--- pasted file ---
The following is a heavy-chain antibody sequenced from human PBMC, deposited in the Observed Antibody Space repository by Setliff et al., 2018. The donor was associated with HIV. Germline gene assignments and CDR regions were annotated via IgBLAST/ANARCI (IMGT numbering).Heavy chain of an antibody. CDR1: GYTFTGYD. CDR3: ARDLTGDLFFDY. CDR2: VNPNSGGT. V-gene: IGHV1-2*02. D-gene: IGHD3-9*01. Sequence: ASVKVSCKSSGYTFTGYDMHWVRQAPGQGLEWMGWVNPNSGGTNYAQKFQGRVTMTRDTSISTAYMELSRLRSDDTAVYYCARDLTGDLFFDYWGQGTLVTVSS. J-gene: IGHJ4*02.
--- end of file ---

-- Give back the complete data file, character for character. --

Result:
The following is a heavy-chain antibody sequenced from human PBMC, deposited in the Observed Antibody Space repository by Setliff et al., 2018. The donor was associated with HIV. Germline gene assignments and CDR regions were annotated via IgBLAST/ANARCI (IMGT numbering).Heavy chain of an antibody. CDR1: GYTFTGYD. CDR3: ARDLTGDLFFDY. CDR2: VNPNSGGT. V-gene: IGHV1-2*02. D-gene: IGHD3-9*01. Sequence: ASVKVSCKSSGYTFTGYDMHWVRQAPGQGLEWMGWVNPNSGGTNYAQKFQGRVTMTRDTSISTAYMELSRLRSDDTAVYYCARDLTGDLFFDYWGQGTLVTVSS. J-gene: IGHJ4*02.